This year’s shift to online meetings has led to one interesting and unexpected outcome: the opportunity to involve underrepresented audiences. During Diligent’s Modern Governance Summit in September, more than one speaker noted that their streaming meetings are better attended than traditional meetings that required in-person participation.

“We were so impressed by the attendance at our virtual meeting in May—it was about 81 percent, which is a lot higher than we get at an actual live meeting. It was exciting to see.”

– Abigail Serfass, Managing Editor, Kenyon Review

“With broadcasting meetings live now, we have some nights where there are more viewers than we ever would have had in person. So it has gotten it out there to people who maybe couldn’t make it to a meeting, but they can listen to it while they’re doing something else at home. It has really opened up how many people can view our meetings.”

– Kathryn Mayfield, Board of Education Clerk, Wamego, Kansas

One audience whose participation has been eased by new meeting technology? People with disabilities. By removing the requirement for participants—particularly those with mobility-related conditions—to attend meetings in person, the doors have metaphorically opened for all.

Disability’s Increasing Numbers

An increasing number of people in the United States are living with disability. One in four or 61 million adults have some type of disability, according to the Centers for Disease Control. These can range from issues with mobility, cognition, independent living, hearing, vision and self-care. Moreover, the aging of our national population increasingly contributes to the rate, with two in five adults aged 65 or older having some type of disability.

Disability and accessibility are critical considerations for meeting planners, whether you are responsible for the physical logistics of a meeting or preparing the materials used for meetings.

In some cases, the law mandates how we make resources available. The Americans with Disabilities Act (ADA) and the Rehabilitation Act of 1973 “generally require that state and local governments provide qualified individuals with disabilities equal access to their programs, services, or activities unless doing so would fundamentally alter the nature of their programs, services, or activities or would impose an undue burden.”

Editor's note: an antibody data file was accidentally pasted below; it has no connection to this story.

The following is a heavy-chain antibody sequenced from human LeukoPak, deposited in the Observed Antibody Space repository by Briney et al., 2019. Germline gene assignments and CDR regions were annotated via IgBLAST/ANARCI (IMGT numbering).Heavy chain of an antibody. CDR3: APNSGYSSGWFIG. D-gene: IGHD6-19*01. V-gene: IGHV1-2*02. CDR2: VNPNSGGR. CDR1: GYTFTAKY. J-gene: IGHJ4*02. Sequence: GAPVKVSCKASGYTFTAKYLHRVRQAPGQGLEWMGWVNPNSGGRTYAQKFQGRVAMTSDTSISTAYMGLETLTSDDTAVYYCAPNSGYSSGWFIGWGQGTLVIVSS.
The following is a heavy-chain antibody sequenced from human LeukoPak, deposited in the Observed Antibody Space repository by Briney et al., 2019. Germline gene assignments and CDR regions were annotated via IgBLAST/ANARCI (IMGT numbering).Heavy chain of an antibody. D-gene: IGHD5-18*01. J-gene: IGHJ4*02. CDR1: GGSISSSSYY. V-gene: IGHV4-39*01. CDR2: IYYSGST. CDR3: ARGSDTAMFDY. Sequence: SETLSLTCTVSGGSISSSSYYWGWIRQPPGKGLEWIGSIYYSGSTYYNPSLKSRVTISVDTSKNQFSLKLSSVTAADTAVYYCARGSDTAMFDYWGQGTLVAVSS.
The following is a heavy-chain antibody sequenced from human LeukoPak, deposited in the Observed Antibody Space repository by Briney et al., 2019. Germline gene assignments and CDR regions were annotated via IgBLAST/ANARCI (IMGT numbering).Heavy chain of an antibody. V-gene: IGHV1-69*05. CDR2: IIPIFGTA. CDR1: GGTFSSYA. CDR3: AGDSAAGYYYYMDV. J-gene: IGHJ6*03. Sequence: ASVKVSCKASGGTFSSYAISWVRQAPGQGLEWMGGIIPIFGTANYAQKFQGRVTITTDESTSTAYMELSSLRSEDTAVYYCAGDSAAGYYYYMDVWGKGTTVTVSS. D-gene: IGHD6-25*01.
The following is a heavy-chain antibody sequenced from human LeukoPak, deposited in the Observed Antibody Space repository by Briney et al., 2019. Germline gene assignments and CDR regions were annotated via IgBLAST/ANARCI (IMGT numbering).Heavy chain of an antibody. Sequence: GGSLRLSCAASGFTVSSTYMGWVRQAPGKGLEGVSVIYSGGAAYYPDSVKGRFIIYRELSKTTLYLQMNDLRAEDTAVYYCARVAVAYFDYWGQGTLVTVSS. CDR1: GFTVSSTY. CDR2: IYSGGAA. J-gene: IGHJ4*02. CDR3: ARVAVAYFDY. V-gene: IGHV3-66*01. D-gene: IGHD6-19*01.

How Accommodation Works in Local Governments and Organizations

Since the ADA in particular passed in 1990, accommodations have been increasingly prevalent for organizations and government. Whether it is a ramp, parking access, wheelchair-sized restroom stalls or handrails in a hotel shower, we’ve become used to coming across accommodations in the physical world, especially for individuals with reduced mobility.

What that has meant for the development of online resources, particularly for nongovernmental entities, has not always been so clear. In recent years, U.S. senators have asked the Department of Justice to clarify whether the ADA applies to websites and whether Web Content Accessibility Guidelines (WCAG) is an acceptable compliance standard, among other outstanding questions.

Still, as many meeting planners have discovered, accommodations have benefits beyond meeting legal or regulatory requirements. They also have benefits beyond the target population that primarily makes use of the resource. Parents with young children, for example, can appreciate automatic doors on buildings or ramps that allow easy access for strollers.

The Costs of Non-Inclusion: A Lesson From Gaming

If you have younger people in your life or enjoy gaming, you may be aware of Among Us, an app-based game that took off earlier this fall. An early and persistent criticism of the game centers around its color-based gameplay. To be able to participate, players need to be able to recognize and identify up to 10 separate characters who are mostly only distinguishable by their colors.

As a result, the game developers are currently working on an accommodation that supports gameplay for colorblind individuals. However, they missed an opportunity to be inclusive at launch, which deprived them of players—and sales—during their peak popularity.

Considerations

Make the most out of passive compliance:

  • Web authoring technology such as the correct use of Cascading Style Sheets (CSS) works hand-in-hand with screen readers to ensure online information is being delivered sensibly to users.
  • OCR (optical character recognition) capable scanners transform scanned documents into accessible material.
  • Automatic closed captioning is available on YouTube. Zoom allows meeting hosts to provide closed captioning as well.

Human intervention will still be needed, however. For example, web users using screen readers count on human effort to add alt text to images — the written descriptions that convey to screen readers what is in a photo or graphic and are a key component of WCAG guidelines.

While your content management systems may require alt text, people inputting the data can use shortcuts such as file names or quickly generated descriptions of the contents (“school logo,” for example) that don’t fully capture what is in the image.

How Board Meetings Look After COVID-19

How you make your meetings available will continue to be a factor. It’s unlikely that many of these newly engaged participants will be content with a return to normal once COVID-19 is no longer a daily threat. So look into making meetings available through a local or school radio station or other media; audio streaming may also be an answer.

Contributing to a more accessible world is not only the law, but it’s the right thing to do, and it has positive repercussions beyond merely adhering to the law. Diligent is committed to continuing to help you create an inclusive meeting experience for your organization.